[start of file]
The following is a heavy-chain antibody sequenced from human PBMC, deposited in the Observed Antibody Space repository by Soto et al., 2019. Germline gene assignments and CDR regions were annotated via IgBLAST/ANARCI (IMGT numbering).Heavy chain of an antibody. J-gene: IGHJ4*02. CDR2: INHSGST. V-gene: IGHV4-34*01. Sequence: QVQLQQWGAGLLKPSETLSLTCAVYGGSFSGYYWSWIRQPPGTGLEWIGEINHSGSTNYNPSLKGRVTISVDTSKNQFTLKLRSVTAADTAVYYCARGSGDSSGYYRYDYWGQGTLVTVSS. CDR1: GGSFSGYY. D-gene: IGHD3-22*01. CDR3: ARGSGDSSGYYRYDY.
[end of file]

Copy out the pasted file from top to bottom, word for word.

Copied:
The following is a heavy-chain antibody sequenced from human PBMC, deposited in the Observed Antibody Space repository by Soto et al., 2019. Germline gene assignments and CDR regions were annotated via IgBLAST/ANARCI (IMGT numbering).Heavy chain of an antibody. J-gene: IGHJ4*02. CDR2: INHSGST. V-gene: IGHV4-34*01. Sequence: QVQLQQWGAGLLKPSETLSLTCAVYGGSFSGYYWSWIRQPPGTGLEWIGEINHSGSTNYNPSLKGRVTISVDTSKNQFTLKLRSVTAADTAVYYCARGSGDSSGYYRYDYWGQGTLVTVSS. CDR1: GGSFSGYY. D-gene: IGHD3-22*01. CDR3: ARGSGDSSGYYRYDY.